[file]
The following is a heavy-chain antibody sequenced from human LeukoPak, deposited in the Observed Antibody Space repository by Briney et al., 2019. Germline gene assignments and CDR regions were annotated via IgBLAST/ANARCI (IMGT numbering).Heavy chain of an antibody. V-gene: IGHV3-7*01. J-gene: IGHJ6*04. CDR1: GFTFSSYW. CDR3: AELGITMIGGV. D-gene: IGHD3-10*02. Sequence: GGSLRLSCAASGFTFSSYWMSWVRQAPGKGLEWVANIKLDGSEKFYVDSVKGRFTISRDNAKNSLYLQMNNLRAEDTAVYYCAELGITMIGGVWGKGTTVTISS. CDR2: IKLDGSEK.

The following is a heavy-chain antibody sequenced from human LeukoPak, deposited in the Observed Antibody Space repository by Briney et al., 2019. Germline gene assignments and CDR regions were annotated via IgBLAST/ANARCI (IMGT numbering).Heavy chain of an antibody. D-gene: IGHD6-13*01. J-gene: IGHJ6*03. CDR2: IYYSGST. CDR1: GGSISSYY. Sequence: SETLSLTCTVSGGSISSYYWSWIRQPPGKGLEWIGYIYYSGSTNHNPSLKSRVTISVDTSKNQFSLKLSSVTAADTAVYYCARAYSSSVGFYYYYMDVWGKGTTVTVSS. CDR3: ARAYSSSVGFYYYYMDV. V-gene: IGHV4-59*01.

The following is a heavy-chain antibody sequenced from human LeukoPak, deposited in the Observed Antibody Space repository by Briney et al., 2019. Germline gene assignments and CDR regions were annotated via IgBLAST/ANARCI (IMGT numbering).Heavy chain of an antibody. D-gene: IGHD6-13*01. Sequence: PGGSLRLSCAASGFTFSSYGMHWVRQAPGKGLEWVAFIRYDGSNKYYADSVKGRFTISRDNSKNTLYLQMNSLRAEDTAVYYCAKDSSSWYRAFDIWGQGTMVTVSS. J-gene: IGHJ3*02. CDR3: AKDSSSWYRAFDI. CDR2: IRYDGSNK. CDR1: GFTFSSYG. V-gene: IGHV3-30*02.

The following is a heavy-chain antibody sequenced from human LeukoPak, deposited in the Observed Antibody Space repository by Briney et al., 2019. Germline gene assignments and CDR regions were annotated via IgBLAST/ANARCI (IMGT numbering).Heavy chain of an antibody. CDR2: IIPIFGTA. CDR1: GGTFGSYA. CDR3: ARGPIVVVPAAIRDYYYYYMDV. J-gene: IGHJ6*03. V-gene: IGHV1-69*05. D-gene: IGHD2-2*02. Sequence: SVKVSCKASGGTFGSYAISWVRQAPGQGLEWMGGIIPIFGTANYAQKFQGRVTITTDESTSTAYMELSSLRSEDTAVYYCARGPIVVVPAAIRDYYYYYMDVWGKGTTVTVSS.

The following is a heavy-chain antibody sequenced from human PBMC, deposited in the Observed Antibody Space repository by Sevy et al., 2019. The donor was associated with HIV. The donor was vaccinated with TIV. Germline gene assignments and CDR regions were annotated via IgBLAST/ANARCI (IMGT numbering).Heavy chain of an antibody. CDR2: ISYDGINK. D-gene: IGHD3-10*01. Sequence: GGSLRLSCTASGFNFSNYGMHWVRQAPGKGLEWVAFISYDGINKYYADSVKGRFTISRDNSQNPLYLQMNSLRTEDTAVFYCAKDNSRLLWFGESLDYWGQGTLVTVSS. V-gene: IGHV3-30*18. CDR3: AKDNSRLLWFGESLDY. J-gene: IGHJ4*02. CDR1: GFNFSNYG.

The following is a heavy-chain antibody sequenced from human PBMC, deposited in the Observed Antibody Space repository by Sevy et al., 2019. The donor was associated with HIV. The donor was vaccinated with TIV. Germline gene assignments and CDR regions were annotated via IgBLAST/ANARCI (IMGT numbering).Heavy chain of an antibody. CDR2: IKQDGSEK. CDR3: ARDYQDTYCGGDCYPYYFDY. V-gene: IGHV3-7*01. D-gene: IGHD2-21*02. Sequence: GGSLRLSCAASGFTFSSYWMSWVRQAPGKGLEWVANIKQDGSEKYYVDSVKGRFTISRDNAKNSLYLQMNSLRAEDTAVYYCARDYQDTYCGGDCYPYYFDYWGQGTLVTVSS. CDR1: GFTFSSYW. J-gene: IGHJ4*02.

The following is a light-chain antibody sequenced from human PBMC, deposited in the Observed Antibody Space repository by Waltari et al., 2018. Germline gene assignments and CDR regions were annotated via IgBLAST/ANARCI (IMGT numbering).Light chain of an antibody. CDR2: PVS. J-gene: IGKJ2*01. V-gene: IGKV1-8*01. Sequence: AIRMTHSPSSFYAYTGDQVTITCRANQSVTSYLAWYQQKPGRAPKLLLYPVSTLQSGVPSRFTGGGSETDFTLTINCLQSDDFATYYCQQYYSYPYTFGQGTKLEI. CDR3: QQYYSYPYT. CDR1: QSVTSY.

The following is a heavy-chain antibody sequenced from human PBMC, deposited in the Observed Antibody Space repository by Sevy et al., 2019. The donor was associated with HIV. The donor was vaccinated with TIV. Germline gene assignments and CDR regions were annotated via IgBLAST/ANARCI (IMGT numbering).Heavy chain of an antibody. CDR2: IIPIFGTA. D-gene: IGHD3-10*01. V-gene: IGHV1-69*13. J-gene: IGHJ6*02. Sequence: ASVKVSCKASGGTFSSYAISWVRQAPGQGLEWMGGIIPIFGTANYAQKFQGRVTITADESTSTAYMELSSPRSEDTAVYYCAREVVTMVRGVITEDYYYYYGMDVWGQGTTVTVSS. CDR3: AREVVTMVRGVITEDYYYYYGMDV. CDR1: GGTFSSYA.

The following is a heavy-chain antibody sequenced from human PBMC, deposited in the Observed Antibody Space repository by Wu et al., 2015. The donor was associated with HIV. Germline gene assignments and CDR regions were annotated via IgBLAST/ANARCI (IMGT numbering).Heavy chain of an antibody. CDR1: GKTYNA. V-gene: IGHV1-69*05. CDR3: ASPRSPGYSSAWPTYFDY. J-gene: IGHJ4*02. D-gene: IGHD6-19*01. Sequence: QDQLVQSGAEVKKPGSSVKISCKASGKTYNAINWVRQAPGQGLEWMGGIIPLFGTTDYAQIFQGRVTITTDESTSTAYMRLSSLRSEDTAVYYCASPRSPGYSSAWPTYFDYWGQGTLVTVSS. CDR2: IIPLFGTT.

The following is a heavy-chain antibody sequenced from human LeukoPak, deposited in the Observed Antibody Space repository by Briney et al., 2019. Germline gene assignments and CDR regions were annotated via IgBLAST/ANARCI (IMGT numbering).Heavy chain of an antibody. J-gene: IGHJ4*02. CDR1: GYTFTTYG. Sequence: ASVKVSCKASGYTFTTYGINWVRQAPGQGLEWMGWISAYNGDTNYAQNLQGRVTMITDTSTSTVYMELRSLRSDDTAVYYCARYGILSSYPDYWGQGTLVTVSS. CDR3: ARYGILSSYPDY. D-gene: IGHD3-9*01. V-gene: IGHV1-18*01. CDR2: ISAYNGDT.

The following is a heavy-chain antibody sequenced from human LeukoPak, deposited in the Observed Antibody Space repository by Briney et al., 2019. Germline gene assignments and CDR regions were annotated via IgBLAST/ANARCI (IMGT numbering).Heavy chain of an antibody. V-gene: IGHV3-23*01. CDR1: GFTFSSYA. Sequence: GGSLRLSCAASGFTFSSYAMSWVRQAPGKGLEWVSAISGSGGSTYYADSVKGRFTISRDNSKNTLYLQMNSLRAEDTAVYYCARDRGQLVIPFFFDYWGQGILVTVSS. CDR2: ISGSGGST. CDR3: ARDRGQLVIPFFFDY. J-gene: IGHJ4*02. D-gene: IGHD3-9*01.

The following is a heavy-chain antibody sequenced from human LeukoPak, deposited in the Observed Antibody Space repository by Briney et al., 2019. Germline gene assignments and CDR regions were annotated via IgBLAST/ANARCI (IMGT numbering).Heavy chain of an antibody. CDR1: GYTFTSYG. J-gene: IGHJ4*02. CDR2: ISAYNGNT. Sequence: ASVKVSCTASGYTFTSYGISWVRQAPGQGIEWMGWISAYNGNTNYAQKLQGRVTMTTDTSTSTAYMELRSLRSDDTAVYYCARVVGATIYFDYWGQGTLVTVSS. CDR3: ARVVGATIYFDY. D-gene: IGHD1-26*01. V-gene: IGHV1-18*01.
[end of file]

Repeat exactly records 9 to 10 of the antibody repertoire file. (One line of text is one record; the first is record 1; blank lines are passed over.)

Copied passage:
The following is a heavy-chain antibody sequenced from human PBMC, deposited in the Observed Antibody Space repository by Wu et al., 2015. The donor was associated with HIV. Germline gene assignments and CDR regions were annotated via IgBLAST/ANARCI (IMGT numbering).Heavy chain of an antibody. CDR1: GKTYNA. V-gene: IGHV1-69*05. CDR3: ASPRSPGYSSAWPTYFDY. J-gene: IGHJ4*02. D-gene: IGHD6-19*01. Sequence: QDQLVQSGAEVKKPGSSVKISCKASGKTYNAINWVRQAPGQGLEWMGGIIPLFGTTDYAQIFQGRVTITTDESTSTAYMRLSSLRSEDTAVYYCASPRSPGYSSAWPTYFDYWGQGTLVTVSS. CDR2: IIPLFGTT.

The following is a heavy-chain antibody sequenced from human LeukoPak, deposited in the Observed Antibody Space repository by Briney et al., 2019. Germline gene assignments and CDR regions were annotated via IgBLAST/ANARCI (IMGT numbering).Heavy chain of an antibody. J-gene: IGHJ4*02. CDR1: GYTFTTYG. Sequence: ASVKVSCKASGYTFTTYGINWVRQAPGQGLEWMGWISAYNGDTNYAQNLQGRVTMITDTSTSTVYMELRSLRSDDTAVYYCARYGILSSYPDYWGQGTLVTVSS. CDR3: ARYGILSSYPDY. D-gene: IGHD3-9*01. V-gene: IGHV1-18*01. CDR2: ISAYNGDT.